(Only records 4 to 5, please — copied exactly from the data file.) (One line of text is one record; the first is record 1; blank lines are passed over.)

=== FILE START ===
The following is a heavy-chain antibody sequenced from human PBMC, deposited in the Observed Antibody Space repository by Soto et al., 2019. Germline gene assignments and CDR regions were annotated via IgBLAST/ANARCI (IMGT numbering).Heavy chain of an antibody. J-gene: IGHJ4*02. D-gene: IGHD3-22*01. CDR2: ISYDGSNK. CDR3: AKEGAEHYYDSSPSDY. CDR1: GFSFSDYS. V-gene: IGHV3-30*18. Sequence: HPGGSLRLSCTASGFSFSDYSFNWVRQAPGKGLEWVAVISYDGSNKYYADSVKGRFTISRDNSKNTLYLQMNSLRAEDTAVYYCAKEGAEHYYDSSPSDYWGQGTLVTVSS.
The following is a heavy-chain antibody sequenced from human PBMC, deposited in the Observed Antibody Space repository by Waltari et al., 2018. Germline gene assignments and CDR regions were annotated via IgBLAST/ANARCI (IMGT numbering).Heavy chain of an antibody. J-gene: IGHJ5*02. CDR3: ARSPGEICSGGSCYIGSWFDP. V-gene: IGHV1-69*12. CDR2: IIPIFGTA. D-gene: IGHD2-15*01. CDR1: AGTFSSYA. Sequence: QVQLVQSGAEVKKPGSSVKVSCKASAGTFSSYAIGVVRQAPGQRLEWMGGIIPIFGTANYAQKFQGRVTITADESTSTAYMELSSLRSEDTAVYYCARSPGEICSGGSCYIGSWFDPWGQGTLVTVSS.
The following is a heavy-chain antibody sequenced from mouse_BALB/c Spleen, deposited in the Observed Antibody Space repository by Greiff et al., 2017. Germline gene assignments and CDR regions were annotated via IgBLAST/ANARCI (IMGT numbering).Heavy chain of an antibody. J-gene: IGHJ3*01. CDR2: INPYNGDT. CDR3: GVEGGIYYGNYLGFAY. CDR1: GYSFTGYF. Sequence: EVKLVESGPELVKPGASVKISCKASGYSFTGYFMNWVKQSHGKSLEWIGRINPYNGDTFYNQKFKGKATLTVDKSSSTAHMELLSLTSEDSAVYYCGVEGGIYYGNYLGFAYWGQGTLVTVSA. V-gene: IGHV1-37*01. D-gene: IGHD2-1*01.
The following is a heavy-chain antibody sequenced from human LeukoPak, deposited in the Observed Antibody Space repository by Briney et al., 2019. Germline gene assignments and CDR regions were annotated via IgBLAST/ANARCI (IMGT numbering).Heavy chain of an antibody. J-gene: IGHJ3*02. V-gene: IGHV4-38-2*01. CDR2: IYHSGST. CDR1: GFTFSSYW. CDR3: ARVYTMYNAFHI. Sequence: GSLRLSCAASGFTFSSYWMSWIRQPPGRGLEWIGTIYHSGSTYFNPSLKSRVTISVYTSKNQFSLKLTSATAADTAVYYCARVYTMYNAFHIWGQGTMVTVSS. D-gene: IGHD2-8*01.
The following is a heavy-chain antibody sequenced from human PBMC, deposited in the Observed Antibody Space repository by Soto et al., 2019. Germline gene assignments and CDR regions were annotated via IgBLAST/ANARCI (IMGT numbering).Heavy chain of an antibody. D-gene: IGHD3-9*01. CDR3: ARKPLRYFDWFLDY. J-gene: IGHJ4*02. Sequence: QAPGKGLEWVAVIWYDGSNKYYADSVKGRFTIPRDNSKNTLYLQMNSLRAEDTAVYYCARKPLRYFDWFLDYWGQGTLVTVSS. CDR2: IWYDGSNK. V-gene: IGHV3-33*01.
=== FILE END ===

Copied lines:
The following is a heavy-chain antibody sequenced from human LeukoPak, deposited in the Observed Antibody Space repository by Briney et al., 2019. Germline gene assignments and CDR regions were annotated via IgBLAST/ANARCI (IMGT numbering).Heavy chain of an antibody. J-gene: IGHJ3*02. V-gene: IGHV4-38-2*01. CDR2: IYHSGST. CDR1: GFTFSSYW. CDR3: ARVYTMYNAFHI. Sequence: GSLRLSCAASGFTFSSYWMSWIRQPPGRGLEWIGTIYHSGSTYFNPSLKSRVTISVYTSKNQFSLKLTSATAADTAVYYCARVYTMYNAFHIWGQGTMVTVSS. D-gene: IGHD2-8*01.
The following is a heavy-chain antibody sequenced from human PBMC, deposited in the Observed Antibody Space repository by Soto et al., 2019. Germline gene assignments and CDR regions were annotated via IgBLAST/ANARCI (IMGT numbering).Heavy chain of an antibody. D-gene: IGHD3-9*01. CDR3: ARKPLRYFDWFLDY. J-gene: IGHJ4*02. Sequence: QAPGKGLEWVAVIWYDGSNKYYADSVKGRFTIPRDNSKNTLYLQMNSLRAEDTAVYYCARKPLRYFDWFLDYWGQGTLVTVSS. CDR2: IWYDGSNK. V-gene: IGHV3-33*01.